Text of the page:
Skip to main content
Part of complete coverage on
 

Being a good mom can get you fired

By Ellen Bravo
updated 3:18 PM EDT, Mon May 12, 2014
Adeyinka Ogunlegan, 32, of Laurel, Maryland, says that being a working mother is her biggest challenge in life.
Adeyinka Ogunlegan, 32, of Laurel, Maryland, says that being a working mother is her biggest challenge in life.
STORY HIGHLIGHTS
  • Ellen Bravo: In 2014, you can get fired for having to leave work to take care of your child
  • Bravo: You can lose your job if you're pregnant and need extra bathroom breaks
  • She says smaller companies don't have to hold your job when you take parental leave
  • Bravo: We need paid sick days, fairness for pregnant workers, expanded family leave

Editor's note: Ellen Bravo is executive director of Family Values @ Work Consortium, a nonpartisan, nonprofit network of 21 state and local coalitions working toward policies such as paid sick days and family leave insurance.

(CNN) -- I say, "good mother."

You say, "warm, loving, patient, generous, protecting, wise, how on Earth does she do it" and a whole lot more.

The one word that might not pop up in this free association? "Fired."

Ellen Bravo
Ellen Bravo

And yet in the United States of America in 2014, being a good mother can cost you your job.

Ask Rhiannon Broschard of Chicago, who was "separated" from her employer after public schools closed because it was so cold, it was dangerous for kids to be outside. Broschard knew that she couldn't leave her special-needs son home alone and called in to say she couldn't come into work. Her manager was sympathetic. But the next day, a company representative phoned to let her know she'd been fired for "abusing" their attendance policy. Others had come in; why hadn't she?

It's hard to see how being a good mother and safeguarding your child's well-being gets characterized as abuse.

Or consider Brenda in Milwaukee, who lost her job after giving birth. Her employer has fewer than 50 employees and wasn't covered by the Family and Medical Leave Act, which would have guaranteed Brenda unpaid, job protected leave for up to 12 weeks to care for her newborn. Although the Pregnancy Discrimination Act says employers can't fire someone for being pregnant, it doesn't require them to hold a job while a mother recovers from the delivery unless they do so for other disability-related absences. Treating everyone badly -- as they did at Brenda's workplace -- is often perfectly legal.

It's hard to see how being a good mother and safeguarding your child's well-being gets characterized as abuse.
Ellen Bravo

In fact, nearly one in four workers (PDF) told researchers they'd been fired or threatened with firing after taking time to care for themselves or a loved one.

As Amy Crosby will remind you, many pregnant women wind up jobless because their employer refuses to make a simple accommodation when they're pregnant. In Crosby's case, that meant less heavy lifting in her job as a cleaner at a hospital in Tallahassee, Florida. For others, it has meant a stool to sit on or a few extra bathroom breaks.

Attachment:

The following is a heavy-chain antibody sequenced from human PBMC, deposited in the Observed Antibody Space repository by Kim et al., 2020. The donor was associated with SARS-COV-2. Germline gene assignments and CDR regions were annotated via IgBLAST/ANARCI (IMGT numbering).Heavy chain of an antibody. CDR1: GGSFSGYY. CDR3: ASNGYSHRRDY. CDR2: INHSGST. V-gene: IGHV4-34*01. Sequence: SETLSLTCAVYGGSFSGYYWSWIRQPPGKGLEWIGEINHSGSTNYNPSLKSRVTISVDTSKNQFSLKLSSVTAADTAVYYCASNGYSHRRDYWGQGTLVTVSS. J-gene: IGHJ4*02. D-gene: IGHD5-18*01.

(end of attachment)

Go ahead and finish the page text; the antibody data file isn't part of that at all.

"Homeless" or "broke" also don't come to the top of the list when we're thinking about characteristics of a good mother. But many moms like Shelby Ramirez of Denver find themselves unable to pay the bills after even a few weeks without income because they're caring for a child or parent, or both.

A lot of words rush to my mind when I hear about situations like these: "outrageous, antifamily, bad for the economy, how have they gotten away with it or so long," to name a few.

The mothers who've lost a job have their own powerful descriptions of that experience. Broschard said it "made me feel disposable, that they didn't value any of the time I put into the company." Crosby said the lack of consideration made her feel "hopeless."

Their experiences have propelled many mothers like Broschard, Crosby and Ramirez to get involved with a movement to win new workplace rules. They have seen or heard about good employers that have these policies, not just because it's the right thing to do but because it's good for the bottom line. They lead to better individual and public health and greater financial security for families, businesses and the nation.

But these women also understand that not all companies have good policies, so there must be laws that create minimum protections for everyone. Now they're fighting for state or national legislation requiring paid sick days, fairness for pregnant workers, expanded access to family and medical leave, and a shared fund to make it affordable.

Their activism has brought these women a new vocabulary they want to pass on to other mothers.

"They probably think just like how I did: We're (in) a low-paid job, and who's going to listen?" Crosby said. "I want them to know that they have to stand up and make a change."

Broschard told me she's sharing her story "so all the other moms going through similar situations, struggling, going to school, single, not having enough money, (know) you're not alone. We all struggle, but we're struggling to make a better life for our children."